Here’s where I am. I want to know what is true. God is (a) real (b) a lie. It is a simple question. I do not want to hear the “God is beyond our understanding so you can’t prove it” stuff. If you look at religion with an open mind, you have to have some sort of reasoning for choosing Christianity over Islam and every other religion out there. Look at the statistics. The vast majority of people born to Christian parents are Christians. The same is true for Islam, Buddhism, Judaism and every other religion. They aren’t thinking for themselves to see if their God is real or not, they just aren’t intelligent enough or open minded enough to question what was set into their subconscious as a child and continue doing what is normal for them.

Some people say they trust the Bible and this is why they believe in God, but you don’t believe everything in the Bible literally (and I certainly don’t any more) so you can’t use this as the basis for your belief. If some things in it aren’t true then the whole thing could be untrue and you need some other source for validating that your God is real.

God is the most important thing in your life if religion is true and you speak to him every day, but your best friend doesn’t take the time to talk back to you? That is pretty cold. He took the time to speak to Saul/Paul the atheist to convert him, but whether or not I am saved isn’t significant enough for a visit? Does God plays favorites? You think he answered that insignificant prayer for you, yet he forgot about the prayer for the 16,000 children that died of starvation today? Something isn’t adding up. Don’t tell me the God works in mysterious ways excuse. A five year old could think of a better mysterious plan.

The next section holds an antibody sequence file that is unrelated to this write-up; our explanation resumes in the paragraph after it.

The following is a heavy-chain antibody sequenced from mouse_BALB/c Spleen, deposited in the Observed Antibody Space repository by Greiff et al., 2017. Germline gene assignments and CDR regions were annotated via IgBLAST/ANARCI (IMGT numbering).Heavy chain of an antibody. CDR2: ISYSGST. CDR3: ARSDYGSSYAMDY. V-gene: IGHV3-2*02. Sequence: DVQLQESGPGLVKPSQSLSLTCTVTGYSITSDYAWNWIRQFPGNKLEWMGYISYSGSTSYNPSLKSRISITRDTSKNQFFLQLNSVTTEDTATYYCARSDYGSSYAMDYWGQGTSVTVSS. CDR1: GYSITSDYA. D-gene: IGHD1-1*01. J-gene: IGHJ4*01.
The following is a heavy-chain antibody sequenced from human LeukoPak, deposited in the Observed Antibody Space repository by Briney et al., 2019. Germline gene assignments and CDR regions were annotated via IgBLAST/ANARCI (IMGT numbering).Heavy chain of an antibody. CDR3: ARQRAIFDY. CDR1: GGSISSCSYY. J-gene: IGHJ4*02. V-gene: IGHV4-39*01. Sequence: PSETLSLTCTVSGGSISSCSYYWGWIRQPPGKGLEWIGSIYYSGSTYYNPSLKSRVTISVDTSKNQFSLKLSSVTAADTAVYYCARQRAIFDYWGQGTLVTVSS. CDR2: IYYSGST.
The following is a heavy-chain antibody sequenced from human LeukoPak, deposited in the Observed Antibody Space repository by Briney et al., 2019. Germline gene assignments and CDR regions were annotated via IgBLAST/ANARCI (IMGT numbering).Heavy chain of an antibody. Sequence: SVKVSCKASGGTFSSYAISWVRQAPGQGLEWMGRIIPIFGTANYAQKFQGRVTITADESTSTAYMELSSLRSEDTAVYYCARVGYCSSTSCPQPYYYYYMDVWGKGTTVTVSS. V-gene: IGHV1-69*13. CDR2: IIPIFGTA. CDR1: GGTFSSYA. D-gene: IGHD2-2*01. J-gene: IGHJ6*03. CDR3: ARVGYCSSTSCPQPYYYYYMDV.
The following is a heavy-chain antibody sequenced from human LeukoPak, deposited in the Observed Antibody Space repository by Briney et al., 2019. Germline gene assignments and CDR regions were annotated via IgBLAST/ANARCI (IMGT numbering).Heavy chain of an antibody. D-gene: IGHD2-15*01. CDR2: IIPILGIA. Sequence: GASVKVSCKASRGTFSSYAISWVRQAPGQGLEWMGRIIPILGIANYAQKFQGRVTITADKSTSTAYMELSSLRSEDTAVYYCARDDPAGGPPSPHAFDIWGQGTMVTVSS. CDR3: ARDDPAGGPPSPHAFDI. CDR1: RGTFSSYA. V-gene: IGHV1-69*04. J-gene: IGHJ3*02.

God isn’t real. I don’t want faith as a creative journey. The truth is out there and doesn’t need to be created. Your occupation is communicating with God and preaching to others what he reveals to you and you admit that you doubt at times. If God had ever actually spoken to you, then you wouldn’t have doubts. If that isn’t a testament to the fact that God is a joke, then I don’t know what is.

PS I have spoken to several other people about religion. My mother is absolutely rock solid and has no doubt what so ever. I asked a very religious friend who is exactly the same way. These are the last two people on planet earth that are this way, everyone else shares your opinion that everyone doubts.

27 09 2010

Thanks someone for taking the time to send me your thoughts. It sounds like you’re making progress! You’re shuffling off a straightjacket. You’re feeling free and liberated (and not a little cross about what feels like wasted time). This experience might be a doorway to a more mature faith in the future or a more mature disbelief.

I’m not going to respond to your whole post now, but perhaps pick up a point at a time and respond in the coming days — not in an attempt to persuade you — but as part of an ongoing conversation between your disbelief and my doubting faith.